INTERNATIONAL

U.S. suspends Syria talks amid rising tension with Russia

The survivor:Syrian Yehya Maatouq holds his four-month-old daughter Wahida. The child was rescued from rubble in Idlib by White Helmets volunteers last week.— PHOTO: AFP

The survivor:Syrian Yehya Maatouq holds his four-month-old daughter Wahida. The child was rescued from rubble in Idlib by White Helmets volunteers last week.— PHOTO: AFP  

The U.S. on Monday suspended talks with Russia over the protracted conflict in Syria, accusing the Kremlin of joining with the Syrian air force in carrying out a brutal bombing campaign against the besieged city of Aleppo.

Anticipating the end of the talks after repeated warnings from U.S. officials, President Vladimir V. Putin of Russia responded by withdrawing from a landmark arms control agreement that calls for each side to dispose of 34 tons of plutonium, a material used in nuclear weapons.

The developments signalled the further deterioration of relations between the U.S. and Russia.

Last shot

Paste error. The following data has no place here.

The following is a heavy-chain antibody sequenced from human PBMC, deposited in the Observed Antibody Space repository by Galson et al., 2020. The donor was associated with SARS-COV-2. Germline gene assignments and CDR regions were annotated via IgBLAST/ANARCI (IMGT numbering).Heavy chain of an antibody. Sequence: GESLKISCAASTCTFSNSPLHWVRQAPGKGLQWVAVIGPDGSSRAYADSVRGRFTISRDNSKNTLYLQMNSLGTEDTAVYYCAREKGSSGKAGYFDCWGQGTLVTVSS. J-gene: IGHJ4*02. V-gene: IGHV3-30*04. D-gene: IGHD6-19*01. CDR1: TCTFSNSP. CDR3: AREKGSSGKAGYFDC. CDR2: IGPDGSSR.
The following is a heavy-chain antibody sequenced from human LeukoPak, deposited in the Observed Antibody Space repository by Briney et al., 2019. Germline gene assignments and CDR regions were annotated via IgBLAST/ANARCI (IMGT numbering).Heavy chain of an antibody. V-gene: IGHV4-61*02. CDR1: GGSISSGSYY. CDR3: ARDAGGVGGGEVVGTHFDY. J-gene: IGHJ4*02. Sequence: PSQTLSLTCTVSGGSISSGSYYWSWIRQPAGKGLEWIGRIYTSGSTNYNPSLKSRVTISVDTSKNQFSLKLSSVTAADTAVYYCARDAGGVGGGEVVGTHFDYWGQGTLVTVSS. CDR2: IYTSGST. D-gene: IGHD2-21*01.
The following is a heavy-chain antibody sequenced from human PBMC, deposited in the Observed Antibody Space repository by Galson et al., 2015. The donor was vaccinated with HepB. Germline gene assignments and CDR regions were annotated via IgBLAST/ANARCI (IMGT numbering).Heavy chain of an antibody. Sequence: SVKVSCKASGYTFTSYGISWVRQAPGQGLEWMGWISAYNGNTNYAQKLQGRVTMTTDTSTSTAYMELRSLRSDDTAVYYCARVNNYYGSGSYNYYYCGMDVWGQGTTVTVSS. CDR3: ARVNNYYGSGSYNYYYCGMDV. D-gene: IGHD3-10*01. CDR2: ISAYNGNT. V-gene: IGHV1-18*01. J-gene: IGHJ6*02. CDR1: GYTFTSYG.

“Cooperation over Syria was the Obama administration’s last and best shot for arresting the downward spiral in the bilateral relationship with Russia,” said Andrew S. Weiss, a former White House expert on Russia who is vice president for studies at the Carnegie Endowment for International Peace.

Just a month ago, it had appeared that Secretary of State John Kerry was on the verge of securing the long-sought cooperation of Russia on Syria through an agreement with Sergey V. Lavrov, the Russian foreign minister, that called for a reduction of violence, access to humanitarian aid and the joint targeting of jihadi groups.

But no sooner was the agreement announced than it began to fray — first because of the accidental bombing of Syrian troops by the U.S. and then because of what the U.S. claimed was a deliberate bombing by Russian aircraft and Syrian helicopters of a humanitarian convoy headed to Aleppo.

“This is not a decision that was taken lightly,” John Kirby, the State Department spokesman, said in a statement issued Monday. “The U.S. spared no effort in negotiating and attempting to implement an arrangement with Russia aimed at reducing violence, providing unhindered humanitarian access, and degrading terrorist organizations operating in Syria,” including fighters of the Islamic State and the Levant Conquest Front, an affiliate of al-Qaida formerly known as the Nusra Front.—New York Times News Service

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